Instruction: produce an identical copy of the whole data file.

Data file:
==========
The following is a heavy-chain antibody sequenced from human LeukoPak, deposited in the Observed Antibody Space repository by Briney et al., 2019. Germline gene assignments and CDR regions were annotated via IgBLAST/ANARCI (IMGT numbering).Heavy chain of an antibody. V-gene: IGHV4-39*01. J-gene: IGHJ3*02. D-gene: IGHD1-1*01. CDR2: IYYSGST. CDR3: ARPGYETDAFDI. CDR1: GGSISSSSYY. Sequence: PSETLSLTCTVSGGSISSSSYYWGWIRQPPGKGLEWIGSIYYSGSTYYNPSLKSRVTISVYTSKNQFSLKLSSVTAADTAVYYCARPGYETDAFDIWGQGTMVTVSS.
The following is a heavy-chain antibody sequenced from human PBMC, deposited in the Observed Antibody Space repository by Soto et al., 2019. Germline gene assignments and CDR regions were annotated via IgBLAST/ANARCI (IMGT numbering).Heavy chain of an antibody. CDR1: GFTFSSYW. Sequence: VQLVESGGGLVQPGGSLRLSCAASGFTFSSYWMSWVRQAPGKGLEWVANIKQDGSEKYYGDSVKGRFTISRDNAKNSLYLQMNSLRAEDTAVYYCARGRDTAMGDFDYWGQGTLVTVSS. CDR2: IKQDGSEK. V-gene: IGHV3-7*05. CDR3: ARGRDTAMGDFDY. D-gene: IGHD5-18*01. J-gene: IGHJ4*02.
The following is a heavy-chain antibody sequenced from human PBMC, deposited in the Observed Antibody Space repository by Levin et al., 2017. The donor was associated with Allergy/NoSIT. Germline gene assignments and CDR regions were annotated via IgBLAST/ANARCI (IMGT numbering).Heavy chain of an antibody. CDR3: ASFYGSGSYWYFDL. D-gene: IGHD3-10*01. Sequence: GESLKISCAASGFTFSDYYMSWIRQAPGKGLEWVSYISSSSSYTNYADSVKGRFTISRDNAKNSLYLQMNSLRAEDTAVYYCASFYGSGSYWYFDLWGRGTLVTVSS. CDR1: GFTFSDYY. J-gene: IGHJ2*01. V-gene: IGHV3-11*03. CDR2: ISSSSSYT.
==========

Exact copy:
The following is a heavy-chain antibody sequenced from human LeukoPak, deposited in the Observed Antibody Space repository by Briney et al., 2019. Germline gene assignments and CDR regions were annotated via IgBLAST/ANARCI (IMGT numbering).Heavy chain of an antibody. V-gene: IGHV4-39*01. J-gene: IGHJ3*02. D-gene: IGHD1-1*01. CDR2: IYYSGST. CDR3: ARPGYETDAFDI. CDR1: GGSISSSSYY. Sequence: PSETLSLTCTVSGGSISSSSYYWGWIRQPPGKGLEWIGSIYYSGSTYYNPSLKSRVTISVYTSKNQFSLKLSSVTAADTAVYYCARPGYETDAFDIWGQGTMVTVSS.
The following is a heavy-chain antibody sequenced from human PBMC, deposited in the Observed Antibody Space repository by Soto et al., 2019. Germline gene assignments and CDR regions were annotated via IgBLAST/ANARCI (IMGT numbering).Heavy chain of an antibody. CDR1: GFTFSSYW. Sequence: VQLVESGGGLVQPGGSLRLSCAASGFTFSSYWMSWVRQAPGKGLEWVANIKQDGSEKYYGDSVKGRFTISRDNAKNSLYLQMNSLRAEDTAVYYCARGRDTAMGDFDYWGQGTLVTVSS. CDR2: IKQDGSEK. V-gene: IGHV3-7*05. CDR3: ARGRDTAMGDFDY. D-gene: IGHD5-18*01. J-gene: IGHJ4*02.
The following is a heavy-chain antibody sequenced from human PBMC, deposited in the Observed Antibody Space repository by Levin et al., 2017. The donor was associated with Allergy/NoSIT. Germline gene assignments and CDR regions were annotated via IgBLAST/ANARCI (IMGT numbering).Heavy chain of an antibody. CDR3: ASFYGSGSYWYFDL. D-gene: IGHD3-10*01. Sequence: GESLKISCAASGFTFSDYYMSWIRQAPGKGLEWVSYISSSSSYTNYADSVKGRFTISRDNAKNSLYLQMNSLRAEDTAVYYCASFYGSGSYWYFDLWGRGTLVTVSS. CDR1: GFTFSDYY. J-gene: IGHJ2*01. V-gene: IGHV3-11*03. CDR2: ISSSSSYT.